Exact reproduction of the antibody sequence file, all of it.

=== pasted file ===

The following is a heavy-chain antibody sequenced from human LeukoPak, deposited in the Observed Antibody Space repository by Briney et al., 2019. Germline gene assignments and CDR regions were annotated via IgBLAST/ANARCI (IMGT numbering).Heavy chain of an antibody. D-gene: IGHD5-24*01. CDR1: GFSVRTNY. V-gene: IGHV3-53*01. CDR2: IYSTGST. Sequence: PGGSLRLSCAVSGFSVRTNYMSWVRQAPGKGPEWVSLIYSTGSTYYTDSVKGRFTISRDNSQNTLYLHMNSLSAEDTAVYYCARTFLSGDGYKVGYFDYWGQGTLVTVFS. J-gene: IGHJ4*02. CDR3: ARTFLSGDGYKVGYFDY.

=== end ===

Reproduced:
The following is a heavy-chain antibody sequenced from human LeukoPak, deposited in the Observed Antibody Space repository by Briney et al., 2019. Germline gene assignments and CDR regions were annotated via IgBLAST/ANARCI (IMGT numbering).Heavy chain of an antibody. D-gene: IGHD5-24*01. CDR1: GFSVRTNY. V-gene: IGHV3-53*01. CDR2: IYSTGST. Sequence: PGGSLRLSCAVSGFSVRTNYMSWVRQAPGKGPEWVSLIYSTGSTYYTDSVKGRFTISRDNSQNTLYLHMNSLSAEDTAVYYCARTFLSGDGYKVGYFDYWGQGTLVTVFS. J-gene: IGHJ4*02. CDR3: ARTFLSGDGYKVGYFDY.